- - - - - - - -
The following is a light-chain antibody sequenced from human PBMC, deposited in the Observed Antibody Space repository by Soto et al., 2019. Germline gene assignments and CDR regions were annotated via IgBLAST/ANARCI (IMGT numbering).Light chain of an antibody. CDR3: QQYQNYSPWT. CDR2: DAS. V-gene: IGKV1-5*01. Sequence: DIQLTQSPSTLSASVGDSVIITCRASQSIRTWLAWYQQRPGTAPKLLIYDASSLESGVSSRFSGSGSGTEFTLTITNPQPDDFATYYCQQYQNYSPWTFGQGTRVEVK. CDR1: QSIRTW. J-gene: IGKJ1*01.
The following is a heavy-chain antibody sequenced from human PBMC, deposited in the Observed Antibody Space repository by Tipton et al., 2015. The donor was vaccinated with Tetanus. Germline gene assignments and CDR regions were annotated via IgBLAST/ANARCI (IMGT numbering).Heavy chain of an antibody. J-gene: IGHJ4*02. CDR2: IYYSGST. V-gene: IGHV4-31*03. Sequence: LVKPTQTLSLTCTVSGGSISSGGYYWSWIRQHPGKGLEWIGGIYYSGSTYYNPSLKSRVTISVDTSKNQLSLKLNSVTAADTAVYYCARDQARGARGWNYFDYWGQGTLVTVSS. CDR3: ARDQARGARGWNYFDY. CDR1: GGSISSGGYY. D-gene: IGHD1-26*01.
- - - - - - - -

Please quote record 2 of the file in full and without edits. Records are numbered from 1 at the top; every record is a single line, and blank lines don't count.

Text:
The following is a heavy-chain antibody sequenced from human PBMC, deposited in the Observed Antibody Space repository by Tipton et al., 2015. The donor was vaccinated with Tetanus. Germline gene assignments and CDR regions were annotated via IgBLAST/ANARCI (IMGT numbering).Heavy chain of an antibody. J-gene: IGHJ4*02. CDR2: IYYSGST. V-gene: IGHV4-31*03. Sequence: LVKPTQTLSLTCTVSGGSISSGGYYWSWIRQHPGKGLEWIGGIYYSGSTYYNPSLKSRVTISVDTSKNQLSLKLNSVTAADTAVYYCARDQARGARGWNYFDYWGQGTLVTVSS. CDR3: ARDQARGARGWNYFDY. CDR1: GGSISSGGYY. D-gene: IGHD1-26*01.